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kolias, I got into this more than I ever wanted a few months back because I have an elderly aunt who is senile and almost blind but she gets agitated if her PC isn't working and she can't receive emails or play her video games. Unfortunately she also routinely finds creative methods for breaking it.

One of the problems I ran into in making her PC unbreakable was that she's on Win7 Home. The Home versions don't have an Administrator's account but, like controlling the updates, the function is still there, it's just disabled through some hidden setting.

Sorry I didn't remember before that the Admin account is disabled in all Home versions, but that, too, is "fixable."

If you can access and modify the Security Policy Manager (and I think you should be able to), you probably can enable a full-fledged Administrator account. To enable it, ...

Start> Run> secpol.msc <Enter>

That should open the Local Policy Security applet. In the left-hand pane, drill down to Security Settings\Security Options. In the right-hand pane, double-click 'Accounts: Administrator account status'. Click the radio button labeled 'Enabled'.

I don't recall if it requires a reboot to be active but I think it does.

If you do ...

Start> Run> compmgmt.msc <Enter>

... that should open the Computer Management applet. In the left-hand pane drill down to

Computer management (Local)\System Tools\Local Users and Groups\Users

In the right-hand pane, double-click on your username. Look under the 'Member Of' tab to see if you are in the Administrator's group. If not, Click the "Add" button, enter "Administrators" in the window provided, click OK, Apply, and OK. If it refuses, you need a reboot.

Once added your user should have Admin's privileges. To start a program with Admin privileges, right-click and choose "Run as administrator." Or go Start> Run> <appname> <Enter> to start it from command line (anything executed from the 'Run' window [Start> Run] is supposed to be executed with Administrator's privileges).

A side note here. There are a number of UNIX/Linux features that M$ covets but has only been able to replicate crudely in their products. Starting with Windows Vista they've included a feature in all Windows versions called User Access Control (UAC) to try to provide the same granularity of control over local security as *NIX has had almost since its beginning 45 years ago. The problem is that it's always been more a nuisance than anything else to users who frequently make modifications just such as these, and Win10 has (IMHO) the most intrusive UAC implementation to date.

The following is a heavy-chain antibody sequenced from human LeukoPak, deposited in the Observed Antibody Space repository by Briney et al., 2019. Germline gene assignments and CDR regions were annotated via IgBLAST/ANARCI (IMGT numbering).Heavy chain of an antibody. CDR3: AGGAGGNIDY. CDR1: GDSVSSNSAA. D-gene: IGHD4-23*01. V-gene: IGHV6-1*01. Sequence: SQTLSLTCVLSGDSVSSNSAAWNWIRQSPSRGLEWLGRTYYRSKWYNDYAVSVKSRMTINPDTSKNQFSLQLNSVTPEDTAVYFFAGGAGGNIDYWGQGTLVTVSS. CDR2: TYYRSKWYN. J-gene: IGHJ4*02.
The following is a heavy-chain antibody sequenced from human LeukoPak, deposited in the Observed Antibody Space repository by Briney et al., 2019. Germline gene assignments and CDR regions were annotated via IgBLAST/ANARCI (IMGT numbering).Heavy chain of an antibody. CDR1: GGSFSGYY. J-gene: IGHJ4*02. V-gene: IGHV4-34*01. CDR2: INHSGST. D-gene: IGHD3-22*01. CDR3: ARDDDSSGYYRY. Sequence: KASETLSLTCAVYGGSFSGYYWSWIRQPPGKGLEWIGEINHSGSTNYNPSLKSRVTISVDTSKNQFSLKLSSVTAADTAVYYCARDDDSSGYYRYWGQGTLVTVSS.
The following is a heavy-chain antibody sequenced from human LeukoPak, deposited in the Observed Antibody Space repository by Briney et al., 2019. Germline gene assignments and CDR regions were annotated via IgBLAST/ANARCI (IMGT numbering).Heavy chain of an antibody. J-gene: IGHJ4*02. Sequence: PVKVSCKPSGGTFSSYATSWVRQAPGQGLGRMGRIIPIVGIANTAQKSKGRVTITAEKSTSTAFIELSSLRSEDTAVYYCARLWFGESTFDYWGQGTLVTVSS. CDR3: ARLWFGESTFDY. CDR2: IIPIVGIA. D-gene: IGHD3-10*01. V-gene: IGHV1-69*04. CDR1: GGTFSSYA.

I ran Win10 for a few months when it first came out and try as I might I could never come to terms with its UAC. I would install a program only to have UAC block me from editing one of that program's files, even if I logged in as Administrator. I recall there was no way to use right-click "Run as administrator" for File Explorer -- which I consider a YUGE screw-up. The work-around was to create a special shortcut icon that would start File Explorer with elevated privileges. It just wasn't worth the headaches so my experiment with Win10 was short-lived.

I go to the length of mentioning all this because because Win10's UAC has a tendency to prevent even the Administrator from performing tasks that the Admin should be able to make according to M$'s own guidelines. Once you have Administrator's privileges, if UAC blocks you from doing something you want to do, log off as your user and log back in using the user name 'Administrator' (you can create the Admin account with no password but it probably isn't wise, if for no other reason than the password reminds you you're wielding elevated privileges) and try again.

If you're logged in as Administrator (as opposed to a user with Admin privileges) and UAC still blocks you, the only advice I can offer is do what I did. Ditch 10 and go back to 7. I consider myself pretty adept at this 'cracking' stuff but I could never get Win10's UAC disabled to the extent that I could live with it.

That said (and off-topic), I've since found a way to install Win10 without UAC, and without Cortana, too (by installing from a custom image through Bob.Omb's Modified Win10PEx64). That might give me a Win10 I can live with but I don't intend revisiting it to confirm until M$ sunsets Win7.

Anyway, if you've enabled Administrator through Security Police Manager, then confirmed your username is in the Administrators group, you should be able to edit the registry any way you please.